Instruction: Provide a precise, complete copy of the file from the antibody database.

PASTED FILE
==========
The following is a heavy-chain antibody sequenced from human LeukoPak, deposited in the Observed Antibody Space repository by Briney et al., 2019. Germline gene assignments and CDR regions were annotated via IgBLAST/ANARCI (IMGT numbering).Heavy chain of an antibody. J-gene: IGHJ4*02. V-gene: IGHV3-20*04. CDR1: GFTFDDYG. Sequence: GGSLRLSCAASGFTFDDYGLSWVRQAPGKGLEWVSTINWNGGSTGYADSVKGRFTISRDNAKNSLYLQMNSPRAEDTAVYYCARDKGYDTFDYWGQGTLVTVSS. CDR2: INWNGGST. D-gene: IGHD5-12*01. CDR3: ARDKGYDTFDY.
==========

The following is a heavy-chain antibody sequenced from human LeukoPak, deposited in the Observed Antibody Space repository by Briney et al., 2019. Germline gene assignments and CDR regions were annotated via IgBLAST/ANARCI (IMGT numbering).Heavy chain of an antibody. J-gene: IGHJ4*02. V-gene: IGHV3-20*04. CDR1: GFTFDDYG. Sequence: GGSLRLSCAASGFTFDDYGLSWVRQAPGKGLEWVSTINWNGGSTGYADSVKGRFTISRDNAKNSLYLQMNSPRAEDTAVYYCARDKGYDTFDYWGQGTLVTVSS. CDR2: INWNGGST. D-gene: IGHD5-12*01. CDR3: ARDKGYDTFDY.